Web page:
Inhibition of atherogenesis in BLT1-deficient mice reveals a role for LTB4 and BLT1 in smooth muscle cell recruitment.

Authors: Heller, EA  Liu, E  Tager, AM  Sinha, S  Roberts, JD  Koehn, SL  Libby, P  Aikawa, ER  Chen, JQ  Huang, P  Freeman, MW  Moore, KJ  Luster, AD  Gerszten, RE 
Citation: Heller EA, etal., Circulation. 2005 Jul 26;112(4):578-86.
Pubmed: (View Article at PubMed) PMID:16043658
DOI: Full-text: DOI:10.1161/CIRCULATIONAHA.105.545616

BACKGROUND: It is known that 5-lipoxygenase and its product, leukotriene B4 (LTB4), are highly expressed in several human pathologies, including atherosclerotic plaque. LTB(4) signals primarily through its high-affinity G protein-coupled receptor BLT1, which is expressed on specific leukocyte subsets. BLT1 receptor expression and function on other atheroma-associated cell types is unknown. METHODS AND RESULTS: To directly assess the role of the LTB4-BLT1 pathway in atherogenesis, we bred BLT1(-/-) mice into the atherosclerosis-susceptible apoE(-/-) strain. Compound-deficient apoE(-/-)/Blt1(-/-) mice fed a Western-type diet had a marked reduction in plaque formation compared with apoE(-/-) controls. Immunohistochemical analysis of atherosclerotic lesions in compound-deficient mice revealed a striking decrease in smooth muscle cells (SMCs) and significant decreases in macrophages and T cells. We report here novel evidence of the expression and function of BLT1 on vascular SMCs. LTB4 triggered SMC chemotaxis, which was pertussis toxin sensitive in Blt1(+/+) SMCs and absent in Blt1(-/-) cells, suggesting that BLT1 was the dominant receptor mediating effector functions through a G protein-coupled signaling pathway. Furthermore, BLT1 colocalized with SMCs in human atherosclerotic lesions. CONCLUSIONS: These new findings extend the role of inducible BLT1 to nonleukocyte populations and suggest an important target for intervention to modulate the response to vascular injury.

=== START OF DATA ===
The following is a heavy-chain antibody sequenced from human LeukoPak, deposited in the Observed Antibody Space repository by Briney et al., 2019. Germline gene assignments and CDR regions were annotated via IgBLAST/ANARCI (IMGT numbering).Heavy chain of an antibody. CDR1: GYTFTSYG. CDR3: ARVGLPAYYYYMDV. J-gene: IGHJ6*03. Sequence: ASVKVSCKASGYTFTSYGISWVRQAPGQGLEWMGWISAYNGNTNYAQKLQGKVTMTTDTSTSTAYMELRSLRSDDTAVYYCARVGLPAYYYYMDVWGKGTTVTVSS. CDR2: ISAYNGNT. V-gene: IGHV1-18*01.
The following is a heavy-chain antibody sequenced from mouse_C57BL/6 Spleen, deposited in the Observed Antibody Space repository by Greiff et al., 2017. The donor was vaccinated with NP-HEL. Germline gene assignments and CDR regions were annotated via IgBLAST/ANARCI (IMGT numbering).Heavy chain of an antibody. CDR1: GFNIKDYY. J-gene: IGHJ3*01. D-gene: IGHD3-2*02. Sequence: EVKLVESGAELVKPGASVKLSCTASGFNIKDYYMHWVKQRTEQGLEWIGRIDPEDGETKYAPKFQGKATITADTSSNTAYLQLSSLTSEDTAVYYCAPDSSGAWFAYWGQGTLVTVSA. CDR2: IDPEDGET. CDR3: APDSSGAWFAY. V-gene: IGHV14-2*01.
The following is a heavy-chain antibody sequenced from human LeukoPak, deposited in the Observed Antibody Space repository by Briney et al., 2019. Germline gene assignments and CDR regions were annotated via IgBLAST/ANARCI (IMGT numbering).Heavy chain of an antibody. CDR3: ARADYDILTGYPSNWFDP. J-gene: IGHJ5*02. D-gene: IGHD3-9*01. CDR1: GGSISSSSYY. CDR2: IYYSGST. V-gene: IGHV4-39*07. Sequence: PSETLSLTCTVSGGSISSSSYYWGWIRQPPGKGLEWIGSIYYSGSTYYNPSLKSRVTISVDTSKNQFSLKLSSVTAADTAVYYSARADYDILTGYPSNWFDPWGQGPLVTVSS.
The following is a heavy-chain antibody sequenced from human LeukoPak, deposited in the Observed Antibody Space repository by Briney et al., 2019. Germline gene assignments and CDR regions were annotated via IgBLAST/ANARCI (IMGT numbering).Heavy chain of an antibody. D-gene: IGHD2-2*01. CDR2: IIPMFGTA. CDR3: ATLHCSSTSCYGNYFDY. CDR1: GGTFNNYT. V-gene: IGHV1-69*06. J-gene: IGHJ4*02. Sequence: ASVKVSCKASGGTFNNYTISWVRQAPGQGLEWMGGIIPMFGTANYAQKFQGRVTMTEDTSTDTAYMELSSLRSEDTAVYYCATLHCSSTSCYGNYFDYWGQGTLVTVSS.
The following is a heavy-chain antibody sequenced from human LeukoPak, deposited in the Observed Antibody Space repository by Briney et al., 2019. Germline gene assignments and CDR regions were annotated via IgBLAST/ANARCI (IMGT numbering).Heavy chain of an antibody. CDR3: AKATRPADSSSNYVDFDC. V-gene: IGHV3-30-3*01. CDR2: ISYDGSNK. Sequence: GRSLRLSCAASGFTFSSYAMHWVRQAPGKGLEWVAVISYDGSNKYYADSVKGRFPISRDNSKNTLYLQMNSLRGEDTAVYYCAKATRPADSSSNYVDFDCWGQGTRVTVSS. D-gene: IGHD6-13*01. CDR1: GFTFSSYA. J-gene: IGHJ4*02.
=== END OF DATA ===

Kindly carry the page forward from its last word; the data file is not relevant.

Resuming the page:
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RGD ID: 1581956
Created: 2006-10-31
Species: All species
Last Modified: 2006-10-31
Status: ACTIVE


RGD is funded by grant HL64541 from the National Heart, Lung, and Blood Institute on behalf of the NIH.